The camera’s light flashes. White gloved hands shift King Kalakaua’s pipe ever so slightly. Beside us is a room filled with relics, not often seen on display. Having belonged to Hawaii’s kings, queens and noble people, these are no ordinary antiques. Every delicate piece comes with a story, bringing history to life. Take a look at some of Iolani Palace’s most private artifacts.
Traditional Lei Niho Palaoa
Belonging to Queen Kapiolani, wife to King David Kalakaua, a lei niho palaoa (ivory pendant) is typically worn by alii (chiefs) to signify their noble birth and status. Made with a walrus tusk and suspended by human hair, lei niho palaoa were originally made from whale bone or tooth.
Queen Kapiolani's Pillow Sham
One of four different color combinations of pillow shams in the palace’s collection that feature Queen Kapiolani’s crest, this was previously owned by Princess Abigail Kawananakoa, who was born in 1882 to James Campbell and Abigail Bright. After the deaths of her husband, Prince David Kawananakoa, and brother-in-law, Prince Jonah Kuhio Kalanianaole, Kawananakoa became a leader of the Native Hawaiian people. The pillow sham was given to her by her husband who inherited it from his aunt, Queen Kapiolani.
Two Feather Lei Poo
Featuring red iiwi (scarlet honeycreeper) feathers and the yellow feathers of the now extinct oo (black honeyeater), these lei poo (head lei), were the prized adornment of high ranking Hawaiian women and were the only feather accessories in the kapu system, the ancient Hawaiian order of laws and regulations.
Published in 1868 and made of Moroccan leather with a gilt design, this book includes the Old Testament and the New Testament. Between the two sections is a family record written by Queen Kapiolani herself.
Portable Konane Board
With its age and owner unknown, this konane board served as an essential piece in the ancient Hawaiian strategy game that resembles checkers. Originally played on lava rocks with small pockets carved into them for spaces, konane is a pastime invented long before contact with western civilization and is still played today.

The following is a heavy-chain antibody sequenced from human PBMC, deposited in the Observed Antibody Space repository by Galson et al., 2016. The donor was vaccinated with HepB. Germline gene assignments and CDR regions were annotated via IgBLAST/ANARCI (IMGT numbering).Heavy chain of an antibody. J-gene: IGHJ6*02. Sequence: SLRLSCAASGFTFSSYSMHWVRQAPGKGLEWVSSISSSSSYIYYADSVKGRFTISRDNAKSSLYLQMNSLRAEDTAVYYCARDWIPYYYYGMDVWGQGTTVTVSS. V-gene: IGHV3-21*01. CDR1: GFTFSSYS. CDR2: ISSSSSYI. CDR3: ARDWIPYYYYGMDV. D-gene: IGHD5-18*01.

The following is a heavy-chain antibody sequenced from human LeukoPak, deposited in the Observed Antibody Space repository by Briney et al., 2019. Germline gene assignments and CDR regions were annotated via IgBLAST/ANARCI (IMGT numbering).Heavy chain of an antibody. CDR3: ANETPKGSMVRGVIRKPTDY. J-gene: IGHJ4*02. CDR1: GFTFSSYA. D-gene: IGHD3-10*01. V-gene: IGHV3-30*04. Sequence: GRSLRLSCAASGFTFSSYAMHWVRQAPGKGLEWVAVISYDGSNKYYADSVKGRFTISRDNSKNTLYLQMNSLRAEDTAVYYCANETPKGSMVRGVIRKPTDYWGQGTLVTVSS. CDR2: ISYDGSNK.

Bernice Pauahi Bishop Necklace
This gold chained necklace features the silhouette of three unidentified women with seven gold beads interspersed. The necklace was worn by Bernice Pauahi Bishop, the founder of Kamehameha Schools and whose noble lineage traces back to the ruling monarchs of Maui.
Hawaiian History Puke (Book)
This book published in 1891 was once owned by Queen Liliuokalani, the last ruling monarch of the Kingdom of Hawaii, and was written by W. D. Alexander, a surveyor general employed by the provisional government. In a margin note, Queen Liliuokalani accuses Alexander of speaking ill of her: “His white hair and beard did not prevent him from breaking one of the Ten Commandments of God—‘not to bear false witness against his neighbor.’ God forgive him!”
King David Kalakaua's Pipe
Believed to have been the pipe of King David Kalakaua. It is made of wood, possibly kou, and brass, and is impressive in size, coming in at 15 ½ inches long with the bowl being 4 ½ inches in height.